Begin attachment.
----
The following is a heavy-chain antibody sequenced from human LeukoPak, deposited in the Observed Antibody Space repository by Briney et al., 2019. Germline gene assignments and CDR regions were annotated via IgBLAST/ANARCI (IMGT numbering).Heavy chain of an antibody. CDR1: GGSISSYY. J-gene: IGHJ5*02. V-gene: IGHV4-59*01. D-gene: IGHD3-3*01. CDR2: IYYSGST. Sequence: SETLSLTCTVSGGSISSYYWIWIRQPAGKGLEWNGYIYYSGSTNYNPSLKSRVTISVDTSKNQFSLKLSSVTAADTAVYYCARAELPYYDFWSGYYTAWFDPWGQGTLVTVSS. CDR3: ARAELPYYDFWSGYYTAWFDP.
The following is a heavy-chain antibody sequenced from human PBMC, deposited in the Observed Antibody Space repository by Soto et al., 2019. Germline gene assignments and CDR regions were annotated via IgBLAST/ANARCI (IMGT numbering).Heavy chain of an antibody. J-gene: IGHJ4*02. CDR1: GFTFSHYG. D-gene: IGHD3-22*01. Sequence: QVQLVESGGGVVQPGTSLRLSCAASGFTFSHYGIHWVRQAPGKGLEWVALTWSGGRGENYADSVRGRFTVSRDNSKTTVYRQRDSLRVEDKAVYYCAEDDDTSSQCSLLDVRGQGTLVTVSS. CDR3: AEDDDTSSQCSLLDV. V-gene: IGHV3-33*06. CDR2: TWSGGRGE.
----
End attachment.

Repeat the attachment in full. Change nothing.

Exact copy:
The following is a heavy-chain antibody sequenced from human LeukoPak, deposited in the Observed Antibody Space repository by Briney et al., 2019. Germline gene assignments and CDR regions were annotated via IgBLAST/ANARCI (IMGT numbering).Heavy chain of an antibody. CDR1: GGSISSYY. J-gene: IGHJ5*02. V-gene: IGHV4-59*01. D-gene: IGHD3-3*01. CDR2: IYYSGST. Sequence: SETLSLTCTVSGGSISSYYWIWIRQPAGKGLEWNGYIYYSGSTNYNPSLKSRVTISVDTSKNQFSLKLSSVTAADTAVYYCARAELPYYDFWSGYYTAWFDPWGQGTLVTVSS. CDR3: ARAELPYYDFWSGYYTAWFDP.
The following is a heavy-chain antibody sequenced from human PBMC, deposited in the Observed Antibody Space repository by Soto et al., 2019. Germline gene assignments and CDR regions were annotated via IgBLAST/ANARCI (IMGT numbering).Heavy chain of an antibody. J-gene: IGHJ4*02. CDR1: GFTFSHYG. D-gene: IGHD3-22*01. Sequence: QVQLVESGGGVVQPGTSLRLSCAASGFTFSHYGIHWVRQAPGKGLEWVALTWSGGRGENYADSVRGRFTVSRDNSKTTVYRQRDSLRVEDKAVYYCAEDDDTSSQCSLLDVRGQGTLVTVSS. CDR3: AEDDDTSSQCSLLDV. V-gene: IGHV3-33*06. CDR2: TWSGGRGE.